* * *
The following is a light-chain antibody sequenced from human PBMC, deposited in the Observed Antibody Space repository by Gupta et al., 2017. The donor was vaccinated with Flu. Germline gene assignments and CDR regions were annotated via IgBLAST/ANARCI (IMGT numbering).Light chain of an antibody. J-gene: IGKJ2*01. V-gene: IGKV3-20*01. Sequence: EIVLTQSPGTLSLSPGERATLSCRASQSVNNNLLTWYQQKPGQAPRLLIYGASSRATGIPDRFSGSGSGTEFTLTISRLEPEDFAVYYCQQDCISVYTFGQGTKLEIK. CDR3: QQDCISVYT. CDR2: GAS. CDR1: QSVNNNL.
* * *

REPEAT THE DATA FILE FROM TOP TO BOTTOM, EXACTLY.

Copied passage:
The following is a light-chain antibody sequenced from human PBMC, deposited in the Observed Antibody Space repository by Gupta et al., 2017. The donor was vaccinated with Flu. Germline gene assignments and CDR regions were annotated via IgBLAST/ANARCI (IMGT numbering).Light chain of an antibody. J-gene: IGKJ2*01. V-gene: IGKV3-20*01. Sequence: EIVLTQSPGTLSLSPGERATLSCRASQSVNNNLLTWYQQKPGQAPRLLIYGASSRATGIPDRFSGSGSGTEFTLTISRLEPEDFAVYYCQQDCISVYTFGQGTKLEIK. CDR3: QQDCISVYT. CDR2: GAS. CDR1: QSVNNNL.